- The Washington Times - Friday, February 10, 2006

Maryland Lt. Gov. Michael S. Steele apologized yesterday for comparing embryonic stem-cell research to the Holocaust during a speech to a Baltimore Jewish group a day earlier.

“I humbly apologize to everyone,” said Mr. Steele, a Republican and a candidate for U.S. Senate.

Mr. Steele said he was trying to say everybody should be careful about “all things that touch on life,” and was not making a direct link to the Holocaust.

“That was just my personal, moral caution, that unfortunately led some to infer I was linking the two, and I was not,” he said on WBAL Radio.

Mr. Steele made his comments Thursday while speaking to the Baltimore Jewish Council. One of the 40 persons in the audience asked Mr. Steele what he thought about embryonic stem-cell research.

“You of all folks know what happens when people decide they want to experiment on human beings, when they want to take your life and use it as a tool,” Mr. Steele said in remarks reported by the Baltimore Sun. “I know that as well in my community, out of our experience with slavery. So I’m very cautious when people say this is the best new thing.”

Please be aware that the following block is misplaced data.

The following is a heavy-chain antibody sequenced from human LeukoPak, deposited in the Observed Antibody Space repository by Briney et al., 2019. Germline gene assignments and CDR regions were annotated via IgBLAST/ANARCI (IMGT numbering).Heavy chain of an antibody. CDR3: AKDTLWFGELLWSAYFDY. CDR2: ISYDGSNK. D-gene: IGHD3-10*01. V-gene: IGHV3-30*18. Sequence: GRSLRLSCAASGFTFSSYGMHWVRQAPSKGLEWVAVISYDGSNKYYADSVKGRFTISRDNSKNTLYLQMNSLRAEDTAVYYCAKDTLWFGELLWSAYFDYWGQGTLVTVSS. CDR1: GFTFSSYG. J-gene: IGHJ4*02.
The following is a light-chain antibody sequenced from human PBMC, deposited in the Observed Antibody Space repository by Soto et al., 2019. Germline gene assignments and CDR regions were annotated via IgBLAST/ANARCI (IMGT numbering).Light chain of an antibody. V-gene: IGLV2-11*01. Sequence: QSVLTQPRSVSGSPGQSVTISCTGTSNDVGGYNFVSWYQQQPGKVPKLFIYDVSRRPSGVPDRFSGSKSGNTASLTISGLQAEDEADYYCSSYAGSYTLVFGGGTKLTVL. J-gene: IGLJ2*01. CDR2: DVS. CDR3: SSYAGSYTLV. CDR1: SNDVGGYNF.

Among those in the audience was Myrna Cardin, the wife of U.S. Rep. Benjamin L. Cardin, a Democrat also running for the Senate seat now held by Paul S. Sarbanes, a Democrat who is retiring.

“Michael Steele is wrong on stem-cell research, and he’s wrong on other issues, but he doesn’t have the right to compare … stem-cell research to the barbarity of the Holocaust,” Mr. Cardin, who is Jewish, said at a news conference he held yesterday.

He was joined by state Sen. Paula C. Hollinger and Delegate Samuel I. “Sandy” Rosenberg, both Baltimore County Democrats sponsoring a bill to fund embryonic stem-cell research.

Gov. Robert L. Ehrlich Jr., a Republican, said Mr. Steele has apologized and should be forgiven unless people “want to make a political deal out of it.”

Mr. Ehrlich’s budget includes $20 million for stem-cell research. The governor has said he is open to research on embryos but that his plan would give funds to research with “the best chance for therapeutic results.”

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